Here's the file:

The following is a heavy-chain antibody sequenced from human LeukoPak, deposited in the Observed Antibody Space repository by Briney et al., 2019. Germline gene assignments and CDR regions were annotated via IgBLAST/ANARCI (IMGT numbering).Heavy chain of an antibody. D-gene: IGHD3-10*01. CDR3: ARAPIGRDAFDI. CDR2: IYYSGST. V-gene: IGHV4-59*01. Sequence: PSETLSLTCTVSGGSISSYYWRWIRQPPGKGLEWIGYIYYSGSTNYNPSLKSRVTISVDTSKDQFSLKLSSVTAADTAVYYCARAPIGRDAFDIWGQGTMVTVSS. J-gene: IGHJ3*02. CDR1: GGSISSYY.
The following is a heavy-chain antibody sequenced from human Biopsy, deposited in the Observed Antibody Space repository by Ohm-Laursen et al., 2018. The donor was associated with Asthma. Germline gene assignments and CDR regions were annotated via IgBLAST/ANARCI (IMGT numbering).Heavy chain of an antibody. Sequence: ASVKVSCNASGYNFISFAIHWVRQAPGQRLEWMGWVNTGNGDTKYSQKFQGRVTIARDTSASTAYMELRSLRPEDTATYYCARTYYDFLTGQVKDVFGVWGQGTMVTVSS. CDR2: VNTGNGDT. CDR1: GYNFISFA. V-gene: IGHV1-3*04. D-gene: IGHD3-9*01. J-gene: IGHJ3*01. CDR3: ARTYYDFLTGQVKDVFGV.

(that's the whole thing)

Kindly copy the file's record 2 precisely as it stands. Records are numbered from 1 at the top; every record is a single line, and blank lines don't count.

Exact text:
The following is a heavy-chain antibody sequenced from human Biopsy, deposited in the Observed Antibody Space repository by Ohm-Laursen et al., 2018. The donor was associated with Asthma. Germline gene assignments and CDR regions were annotated via IgBLAST/ANARCI (IMGT numbering).Heavy chain of an antibody. Sequence: ASVKVSCNASGYNFISFAIHWVRQAPGQRLEWMGWVNTGNGDTKYSQKFQGRVTIARDTSASTAYMELRSLRPEDTATYYCARTYYDFLTGQVKDVFGVWGQGTMVTVSS. CDR2: VNTGNGDT. CDR1: GYNFISFA. V-gene: IGHV1-3*04. D-gene: IGHD3-9*01. J-gene: IGHJ3*01. CDR3: ARTYYDFLTGQVKDVFGV.